Wednesday, April 19, 2006

The Unjust Judge

This and a few other parables unique to Luke's gospel stand out as daring examples. It seems so impious to use an unjust judge as the centerpiece of a story to teach us about God. Who would dare it? Yet for this very reason, this parable offers insight into all the parables. It offers insight into the nature of parables.

First, despite the traditional name of the parable, the unjust judge isn't the centerpiece of this story, the widow is. Yet, by Jesus' own words we see that what we learn about God in this parable, we learn from the unjust judge.

The parable is quite clear and the application is clearly specified in both introduction and conclusion. Even so, because of the daring juxtapostion of God with the unjust judge, some interpreters have balked at the interpretation. For example, Thomas Keating (following, I believe, Bernard Brandon Scott) suggests that Luke has misapplied the parable and that it is really the widow who Jesus intends to use as the figure for God. As much as I like that idea, it isn't what the text says.

The key is this: just because the unjust judge in the parable corresponds to something Jesus is teaching about God, we need not apply all of what the parable tells us about the judge to God. This is what scholars mean when they emphasize that parables aren't allegories. For instance, while the parable surely teaches that God will answer when we persistently pray, it absolutely does not teach that God only answers to get us to be quiet. I think most of us intuitively understand that about this parable, so it serves as a useful starting point for thinking about the other parables.

The other interesting thing about this parable is that it pictures a widow asking for justice. The Old Testament prophets are constantly railing against people who refuse to give justice to widows and orphans. Because these weakest members of society are denied justice, God will act.

Imagine how different the message of this parable would be if it were about a teenager pleading with her father to buy her an iPod! But that isn't the sort of image it presents, and so I must adjust what it teaches me about prayer accordingly. Jesus says, "And will not God grant justice to his chosen ones who cry to him day and night?" This parable doesn't promise that God will grant me a comfortable life, it promises that if I pray for justice in the world, God will answer.

7 comments:

Lutheran Zephyr said...

Thanks for this post. You wrote: The key is this: just because the unjust judge in the parable corresponds to something Jesus is teaching about God, we need not apply all of what the parable tells us about the judge to God.

By what method do you discern which parable elements to apply to God and which not? This can be problematic, of course, but reading and interpreting the Bible is a problematic and dangerous thing! Later in your post you reference the prophets, suggesting that their witness helps us better understand this parable. Scripture interpreting Scripture? Also, Luther had a hermaneutic in which he read the Bible looking for Jesus and the cross, and if he didn't see Jesus and the cross in a particular passage or book (ie, James) he gave it a lower priority.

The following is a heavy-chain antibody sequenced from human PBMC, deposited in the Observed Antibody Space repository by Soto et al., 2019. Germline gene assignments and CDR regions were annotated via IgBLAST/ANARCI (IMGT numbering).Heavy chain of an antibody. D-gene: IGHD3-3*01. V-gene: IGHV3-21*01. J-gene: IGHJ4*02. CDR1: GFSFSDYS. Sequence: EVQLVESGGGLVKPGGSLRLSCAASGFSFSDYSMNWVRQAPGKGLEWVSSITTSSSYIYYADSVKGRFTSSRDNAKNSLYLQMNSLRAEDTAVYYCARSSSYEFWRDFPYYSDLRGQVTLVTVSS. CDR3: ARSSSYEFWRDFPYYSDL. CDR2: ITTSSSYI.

Thanks for your thoughtful post.

Mata H said...

I have always loved this parable, and see it as a lesson about prayer --and about God encouraging us to nag him, to beseech him relentlessly -- to come to him not with only whispers but with big voices that cry out for justice. God tells us that even though the judge was a clod, even he responded to the woman's constant nagging. Maybe it is just that simple -- that the text is suggesting that if a clod could end up doing the right thing -- and the clod didn't give a rat's whisker for the widow -- imagine what our loving Father will do for us. But the doors sometimes do not open unless we keep knocking and knocking louder and louder. This is, it seems to me, a lesson and an encouragement about the steadfastness and boldness and shamelessness of prayer.

BruceA said...

I agree with what Mata H says, and I would add this: Sometimes we cry out for justice but we see only injustice. It may sometimes seem like God is an injust judge, but even so, we can continue praying with confidence.

Andy said...

zephyr,

That's a good question. How do we find the line? Your suggestions are also good.

I wonder if maybe we don't need to draw the line at all. That is, rather than analyzing the parable and spelling out what it teaches, perhaps we can just let it teach us. We'll probably get some things wrong, maybe a lot, but as long as we don't stray into dogmatism and remain teachable, that's probably OK. As long as we don't assume we've arrived at knowledge, searching must be good.

But I suppose that answer is of limited value to those who are called to teach in the Church. And I'm just wondering aloud. I could be completely wrong.

Andy said...

mata,

You're certainly right. This parable definitely teaches us to push the limits of how loudly we're willing to cry out to God.

Andy said...

Bruce,

You've hit on a key note with regard to the seeming lack of answer to our cries for justice. This parable doesn't just teach us about God answering prayers. It also teaches us something about God not answering prayers -- at least not on our timeline.

Lutheran Zephyr said...

Mel,
I love your comment on my comment. There a certain level of control, of putting God-in-a-box that we attempt in much of our teaching. My wife (a pastor) leads a Bible study and simply reads the scripture out loud and allows the scripture to speak to the people gathered and lets them wrestle with it, coming up with "answers" or responses in community. It's pretty freeing when you are NOT given THE authoritative approach, but rather are encouraged to explore and wrestle with the faith in community